“I think it’s completely up to the artist,” he said. “It’s complicated because so much about why we listen to music and why we watch films is about distraction and taking a vacation from reality. You don’t go and watch an action film for an hour and a half because you want to think about your student debt. But at the same what makes music amazing is its ability to articulate things that you’ve never thought about.”

Smith somehow manages to craft lyrics that are nebulous enough to serve as the soundtrack for a scorned ex-lover or a young revolutionary fed up with babbling pundits. With so many catchy, single-worthy tracks, it’s no wonder the band was invited to join Coachella’s big-billed 2017 line-up.

The first leg of Bastille’s tour was drawing to a close, but Smith didn’t seem especially road worn. He admitted that he was, “Looking forward to putting on clothes that I haven’t been wearing on rotation for the last three months,” but it was mention of the new year that brought true impatience to his voice.

“We’ve got a big US tour coming up [Wild, Wild World Tour] which I’m really excited about. We did the tour in the UK and Europe and the show that we put together was quite nuts. From the moment you walk into the room, there’s a 1984-esque politician who hosts the entire show. We’ve also got a mixtape coming out so there’s a lot to look forward to.”

I speculated that this mysterious mixtape might be the long-rumored release from Annie Oakley Hanging, Smith’s side project with To Kill a King member Ralph Pelleymounter, but I only got that signature, mind-erasing grin in response. The visual aspects of Bastille prove to be as murky as their lyrics and fans can no doubt expect more absurd, head-turning concepts on the band’s Spring tour.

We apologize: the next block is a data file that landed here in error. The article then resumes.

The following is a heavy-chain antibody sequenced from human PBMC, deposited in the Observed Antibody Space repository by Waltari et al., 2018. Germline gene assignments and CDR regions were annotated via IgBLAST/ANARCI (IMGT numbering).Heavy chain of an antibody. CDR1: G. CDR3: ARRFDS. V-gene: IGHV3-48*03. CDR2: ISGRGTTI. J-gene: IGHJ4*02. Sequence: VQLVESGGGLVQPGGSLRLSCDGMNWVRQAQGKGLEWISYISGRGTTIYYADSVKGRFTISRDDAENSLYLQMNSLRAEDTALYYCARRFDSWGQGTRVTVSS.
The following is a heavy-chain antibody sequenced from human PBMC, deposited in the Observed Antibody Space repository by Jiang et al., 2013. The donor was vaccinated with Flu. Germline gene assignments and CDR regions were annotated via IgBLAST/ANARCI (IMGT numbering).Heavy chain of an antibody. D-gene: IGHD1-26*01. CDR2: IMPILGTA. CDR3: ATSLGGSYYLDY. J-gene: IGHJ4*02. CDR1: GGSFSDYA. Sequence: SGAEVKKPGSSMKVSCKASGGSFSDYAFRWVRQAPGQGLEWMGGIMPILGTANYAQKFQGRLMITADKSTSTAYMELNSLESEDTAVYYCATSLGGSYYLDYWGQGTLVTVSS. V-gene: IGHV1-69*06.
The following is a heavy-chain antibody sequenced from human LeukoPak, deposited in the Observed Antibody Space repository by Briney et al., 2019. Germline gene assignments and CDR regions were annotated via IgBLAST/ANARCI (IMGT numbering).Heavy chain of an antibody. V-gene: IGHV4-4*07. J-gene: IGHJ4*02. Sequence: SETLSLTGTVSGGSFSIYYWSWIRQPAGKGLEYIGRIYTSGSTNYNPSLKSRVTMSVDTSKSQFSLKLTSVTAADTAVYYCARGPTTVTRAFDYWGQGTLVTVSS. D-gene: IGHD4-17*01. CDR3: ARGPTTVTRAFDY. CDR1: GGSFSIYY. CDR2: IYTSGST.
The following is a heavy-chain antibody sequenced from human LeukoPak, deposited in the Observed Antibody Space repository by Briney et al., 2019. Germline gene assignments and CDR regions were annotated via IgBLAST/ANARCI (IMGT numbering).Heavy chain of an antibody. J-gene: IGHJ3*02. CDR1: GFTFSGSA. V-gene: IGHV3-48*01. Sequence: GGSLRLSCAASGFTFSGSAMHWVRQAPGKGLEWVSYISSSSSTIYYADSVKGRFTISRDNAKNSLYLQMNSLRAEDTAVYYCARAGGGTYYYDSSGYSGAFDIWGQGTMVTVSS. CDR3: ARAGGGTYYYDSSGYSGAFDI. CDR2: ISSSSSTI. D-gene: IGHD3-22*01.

“I’m a big fan of David Lynch,” Smith told me. “I like to use the stuff we make as a fun excuse to get creative and think outside the box. I’m not interested in it just being the four of us on an album cover, I’d rather it was a mad shot of two kids hanging off a building and make people think a bit more. I like there to be an openness to the songs and what we do so that people can make their own interpretations.”

Perhaps that’s why the band’s fanbase is so diverse: there’s something for everybody. The crowd cheering for Bastille at KROQ’s Almost Acoustic ranged from retired metalheads to fashion-studded millennials. Had the band’s stage presence not been so captivating, I would have been tempted to people-watch instead.

The band more than measures up live, with Smith hitting falsettos that Mariah Carey would envy. The audience stomped joyously, seeming to exorcise themselves of the trials that 2016 had wrought. However you interpret it, Bastille’s music provides a much-needed salve to help steel ourselves for an uncertain future.

Photography by Koury Angelo
Grooming by Candice Birns
Written by Danielle Dorsey